My daughter is caught up in the Harry Potter craze. And I couldn’t be happier.
After attending last Thursday’s midnight showing, she gushed about the film. I teasingly said she was no better than a Twilight fan, to which she bristled. Then, to my utter surprise, she said, “Do you know what Stephen King said about that?” Now she had my attention.
”Harry Potter is all about confronting fears, finding inner strength, and doing what is right in the face of adversity. Twilight is about how important it is to have a boyfriend.” – Stephen King
I was momentarily stunned, not because she quoted Stephen King verbatim or that he dissed the sparkly vampire saga, but that my daughter was culling deeper, more substantial elements from the boy wizard. In so doing, she demonstrated one reason why Christian critics appear to be softening.
Apparently, there’s more to Harry Potter than just magic.
When the series burst on to the scene in ’98, some Christians immediately denounced the book. Potter is a primer for witchcraft, they asserted. Several small independent churches publicly burned the books. In fact, the series ranks first in the American Library Association’s Top Banned/Challenged books from 2000-2009.
In Was Harry Potter a Good Christian?, one Georgetown professor, Lauve Steenhuisen, is quoted as blaming the criticism squarely on “conservative Christians.”
“In conservative Christianity there’s two kingdoms: the kingdom of God and the kingdom of Satan. If (Harry’s) not on one side, he’s on the other.”
Our desire for a black-and-white world and a simplistic discernment model (like Bad guys wear black hats or Good Christians don’t smoke) may be the culprit behind much of the early Potter paranoia. Wizardry is evil, was one such dictum. Since the Bible condemns sorcery, necromancy, and the like, many assumed that any employment of said practices — even in fictional characterizations — was wrong. Good guys don’t wield wands. The problem was, as the Harry Potter series wore on, magic took the back seat to bigger issues. And even the critics had to take notice.
In How Christians Warmed to Harry Potter Wall Street Journal columnist Sarah Pulliam Bailey observed this slow sea-change:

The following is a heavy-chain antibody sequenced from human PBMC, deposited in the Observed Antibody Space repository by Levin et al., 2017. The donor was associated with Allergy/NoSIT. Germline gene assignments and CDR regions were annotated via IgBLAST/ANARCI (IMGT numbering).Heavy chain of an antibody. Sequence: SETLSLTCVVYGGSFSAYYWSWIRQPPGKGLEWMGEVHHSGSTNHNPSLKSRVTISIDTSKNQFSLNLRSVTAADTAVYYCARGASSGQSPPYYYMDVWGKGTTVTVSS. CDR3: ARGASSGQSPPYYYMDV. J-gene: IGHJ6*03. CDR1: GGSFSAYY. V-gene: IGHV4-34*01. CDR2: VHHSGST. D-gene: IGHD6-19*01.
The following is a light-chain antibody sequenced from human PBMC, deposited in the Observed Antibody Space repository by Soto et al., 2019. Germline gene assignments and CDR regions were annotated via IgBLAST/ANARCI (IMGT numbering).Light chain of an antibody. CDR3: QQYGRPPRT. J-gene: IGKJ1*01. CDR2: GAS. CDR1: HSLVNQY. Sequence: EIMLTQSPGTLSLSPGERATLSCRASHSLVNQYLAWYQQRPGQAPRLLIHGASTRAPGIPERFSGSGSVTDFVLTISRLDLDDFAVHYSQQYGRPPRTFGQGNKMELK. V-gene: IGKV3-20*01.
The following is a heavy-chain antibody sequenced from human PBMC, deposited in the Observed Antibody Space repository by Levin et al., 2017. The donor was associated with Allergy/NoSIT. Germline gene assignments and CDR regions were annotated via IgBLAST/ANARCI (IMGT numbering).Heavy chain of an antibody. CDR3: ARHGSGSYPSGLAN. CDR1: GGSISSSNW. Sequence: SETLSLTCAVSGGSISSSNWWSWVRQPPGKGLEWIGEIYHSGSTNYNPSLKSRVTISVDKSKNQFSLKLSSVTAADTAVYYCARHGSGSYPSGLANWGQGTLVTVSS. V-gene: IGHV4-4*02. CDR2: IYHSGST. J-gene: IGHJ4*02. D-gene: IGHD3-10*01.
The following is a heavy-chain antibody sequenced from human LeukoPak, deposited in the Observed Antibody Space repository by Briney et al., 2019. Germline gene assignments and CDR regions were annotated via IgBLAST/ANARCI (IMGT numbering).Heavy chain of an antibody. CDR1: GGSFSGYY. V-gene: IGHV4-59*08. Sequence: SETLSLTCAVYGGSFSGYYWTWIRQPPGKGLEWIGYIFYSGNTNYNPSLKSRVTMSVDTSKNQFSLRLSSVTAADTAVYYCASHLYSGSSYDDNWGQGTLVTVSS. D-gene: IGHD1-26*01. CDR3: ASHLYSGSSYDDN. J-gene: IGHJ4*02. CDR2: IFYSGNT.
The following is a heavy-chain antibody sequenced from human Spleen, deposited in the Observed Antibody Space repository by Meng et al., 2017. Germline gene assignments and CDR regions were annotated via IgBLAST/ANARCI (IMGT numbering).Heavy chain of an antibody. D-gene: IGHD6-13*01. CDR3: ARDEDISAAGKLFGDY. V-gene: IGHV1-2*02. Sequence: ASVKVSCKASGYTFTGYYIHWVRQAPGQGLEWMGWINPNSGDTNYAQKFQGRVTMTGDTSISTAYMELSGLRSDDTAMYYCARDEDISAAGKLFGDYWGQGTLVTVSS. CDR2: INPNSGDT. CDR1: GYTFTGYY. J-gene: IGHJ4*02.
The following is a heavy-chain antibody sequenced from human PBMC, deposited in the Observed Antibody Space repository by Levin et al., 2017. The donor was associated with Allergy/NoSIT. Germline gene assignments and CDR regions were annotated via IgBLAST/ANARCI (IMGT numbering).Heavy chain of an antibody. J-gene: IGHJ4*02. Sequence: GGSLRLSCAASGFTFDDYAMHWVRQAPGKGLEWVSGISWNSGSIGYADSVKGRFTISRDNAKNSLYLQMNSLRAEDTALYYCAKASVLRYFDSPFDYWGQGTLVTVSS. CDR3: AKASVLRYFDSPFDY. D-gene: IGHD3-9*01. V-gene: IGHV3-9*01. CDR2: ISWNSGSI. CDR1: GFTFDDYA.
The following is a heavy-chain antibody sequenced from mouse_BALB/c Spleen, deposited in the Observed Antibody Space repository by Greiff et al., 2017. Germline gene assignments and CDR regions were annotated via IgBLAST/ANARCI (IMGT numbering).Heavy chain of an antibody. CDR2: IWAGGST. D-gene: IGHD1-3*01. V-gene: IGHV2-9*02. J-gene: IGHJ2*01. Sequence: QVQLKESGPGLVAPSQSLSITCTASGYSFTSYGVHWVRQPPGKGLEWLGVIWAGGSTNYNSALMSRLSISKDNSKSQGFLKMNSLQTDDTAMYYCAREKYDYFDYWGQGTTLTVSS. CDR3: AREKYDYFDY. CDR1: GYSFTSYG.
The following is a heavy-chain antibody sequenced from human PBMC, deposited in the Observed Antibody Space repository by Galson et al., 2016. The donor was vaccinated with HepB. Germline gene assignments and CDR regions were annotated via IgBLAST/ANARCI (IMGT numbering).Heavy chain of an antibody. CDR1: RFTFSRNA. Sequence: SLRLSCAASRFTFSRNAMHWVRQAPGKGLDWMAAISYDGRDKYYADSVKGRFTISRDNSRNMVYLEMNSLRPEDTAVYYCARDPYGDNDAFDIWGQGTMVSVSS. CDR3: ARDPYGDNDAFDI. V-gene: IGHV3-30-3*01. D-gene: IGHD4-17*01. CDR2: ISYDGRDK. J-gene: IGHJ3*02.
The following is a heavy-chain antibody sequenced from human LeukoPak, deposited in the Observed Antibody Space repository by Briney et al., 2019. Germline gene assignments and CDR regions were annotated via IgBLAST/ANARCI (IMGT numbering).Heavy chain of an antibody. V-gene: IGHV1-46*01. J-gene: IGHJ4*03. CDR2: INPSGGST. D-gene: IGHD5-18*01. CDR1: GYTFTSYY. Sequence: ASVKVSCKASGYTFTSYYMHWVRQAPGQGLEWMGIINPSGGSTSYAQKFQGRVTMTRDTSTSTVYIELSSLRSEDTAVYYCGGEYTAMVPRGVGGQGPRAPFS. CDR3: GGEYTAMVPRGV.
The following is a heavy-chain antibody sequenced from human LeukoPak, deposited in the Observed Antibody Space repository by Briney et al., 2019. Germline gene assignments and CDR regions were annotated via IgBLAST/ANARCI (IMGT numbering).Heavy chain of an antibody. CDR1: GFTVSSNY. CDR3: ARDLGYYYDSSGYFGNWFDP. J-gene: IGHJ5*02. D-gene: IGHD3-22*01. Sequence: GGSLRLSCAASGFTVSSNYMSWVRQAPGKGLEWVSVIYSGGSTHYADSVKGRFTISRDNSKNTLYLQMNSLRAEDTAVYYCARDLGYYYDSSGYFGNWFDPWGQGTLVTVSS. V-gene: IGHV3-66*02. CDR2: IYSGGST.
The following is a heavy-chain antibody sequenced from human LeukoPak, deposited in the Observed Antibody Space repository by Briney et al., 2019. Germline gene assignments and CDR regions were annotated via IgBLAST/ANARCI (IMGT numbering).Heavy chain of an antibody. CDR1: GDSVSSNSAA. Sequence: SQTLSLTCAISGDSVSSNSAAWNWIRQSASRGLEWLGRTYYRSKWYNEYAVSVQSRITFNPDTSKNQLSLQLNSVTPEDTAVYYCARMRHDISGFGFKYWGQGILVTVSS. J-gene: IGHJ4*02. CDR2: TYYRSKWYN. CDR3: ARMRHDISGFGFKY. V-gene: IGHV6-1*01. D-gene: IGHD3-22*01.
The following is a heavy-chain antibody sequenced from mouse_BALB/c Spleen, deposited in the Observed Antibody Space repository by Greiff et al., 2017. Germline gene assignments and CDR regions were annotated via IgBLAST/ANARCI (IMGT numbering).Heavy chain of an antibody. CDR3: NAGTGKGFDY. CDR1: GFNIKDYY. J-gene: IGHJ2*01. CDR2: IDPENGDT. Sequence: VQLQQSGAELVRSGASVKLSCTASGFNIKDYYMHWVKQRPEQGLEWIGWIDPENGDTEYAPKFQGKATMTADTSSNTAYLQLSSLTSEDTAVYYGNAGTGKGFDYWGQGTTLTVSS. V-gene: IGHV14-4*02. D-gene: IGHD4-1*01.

Christians today are certainly not universally enchanted by the series. Over time, however, more readers have begun to express praise for its honest depiction of fear, loneliness and sacrifice as Harry faces the evil wizard Lord Voldemort. Many Christians have cheered the portrayals of loyalty, courage and love, as the main character repeatedly risks his life.
“These books are not written for people who have a mechanical faith,” says John Granger, author of ‘Looking for God in Harry Potter.’ “For Christians who are consumed with moral elements and symbolism, Potter mania was ironic beyond words.”
This irony that “sacrificial love conquers power, including magical power,” threw a monkey wrench into the “mechanical faith” of many opponents of the novel. As the series developed, Christians could not avoid the reality that in the story magic was secondary to other powerful, very biblical, “moral elements and symbolism.” How could a story that glorified some of Christianity’s cardinal virtues be so evil? Even the most “mechanized” Christian recognized the legs of their arguments were undermined.
This warming trend is encouraging. Of course, there may be many reasons why the criticism of Harry Potter has waned. But I can’t help but feel that the series has been a bit of a lesson to us culture warriors. We can’t approach art through a “mechanized faith.” Rather than having a knee-jerk reaction to symbols, words, images, or practices, perhaps we should look deeper, to larger thematic elements that shape a story. After all, sacrificial love is far more important than whether someone wields a wand.
It is this unfolding of Harry Potter’s enduring “message” which has silenced many of its critics. And made me a believer.